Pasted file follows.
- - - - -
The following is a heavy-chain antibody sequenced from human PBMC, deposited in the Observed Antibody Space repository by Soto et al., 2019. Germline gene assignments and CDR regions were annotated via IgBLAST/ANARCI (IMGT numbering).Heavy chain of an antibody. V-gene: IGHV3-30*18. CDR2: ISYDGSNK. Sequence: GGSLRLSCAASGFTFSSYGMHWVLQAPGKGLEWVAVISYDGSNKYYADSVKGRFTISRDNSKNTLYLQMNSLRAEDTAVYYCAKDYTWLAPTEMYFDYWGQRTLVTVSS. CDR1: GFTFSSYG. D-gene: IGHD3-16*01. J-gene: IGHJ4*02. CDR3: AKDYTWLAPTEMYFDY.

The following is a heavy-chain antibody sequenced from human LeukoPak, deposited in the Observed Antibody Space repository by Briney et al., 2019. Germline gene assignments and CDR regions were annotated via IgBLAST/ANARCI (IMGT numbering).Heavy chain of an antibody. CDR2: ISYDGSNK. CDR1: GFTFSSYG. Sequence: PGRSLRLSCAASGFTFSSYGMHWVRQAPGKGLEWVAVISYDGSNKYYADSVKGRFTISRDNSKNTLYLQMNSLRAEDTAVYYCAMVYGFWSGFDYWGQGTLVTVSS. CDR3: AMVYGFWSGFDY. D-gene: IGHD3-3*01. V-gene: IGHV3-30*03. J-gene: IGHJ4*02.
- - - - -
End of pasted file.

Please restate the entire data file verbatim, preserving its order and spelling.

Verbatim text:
The following is a heavy-chain antibody sequenced from human PBMC, deposited in the Observed Antibody Space repository by Soto et al., 2019. Germline gene assignments and CDR regions were annotated via IgBLAST/ANARCI (IMGT numbering).Heavy chain of an antibody. V-gene: IGHV3-30*18. CDR2: ISYDGSNK. Sequence: GGSLRLSCAASGFTFSSYGMHWVLQAPGKGLEWVAVISYDGSNKYYADSVKGRFTISRDNSKNTLYLQMNSLRAEDTAVYYCAKDYTWLAPTEMYFDYWGQRTLVTVSS. CDR1: GFTFSSYG. D-gene: IGHD3-16*01. J-gene: IGHJ4*02. CDR3: AKDYTWLAPTEMYFDY.

The following is a heavy-chain antibody sequenced from human LeukoPak, deposited in the Observed Antibody Space repository by Briney et al., 2019. Germline gene assignments and CDR regions were annotated via IgBLAST/ANARCI (IMGT numbering).Heavy chain of an antibody. CDR2: ISYDGSNK. CDR1: GFTFSSYG. Sequence: PGRSLRLSCAASGFTFSSYGMHWVRQAPGKGLEWVAVISYDGSNKYYADSVKGRFTISRDNSKNTLYLQMNSLRAEDTAVYYCAMVYGFWSGFDYWGQGTLVTVSS. CDR3: AMVYGFWSGFDY. D-gene: IGHD3-3*01. V-gene: IGHV3-30*03. J-gene: IGHJ4*02.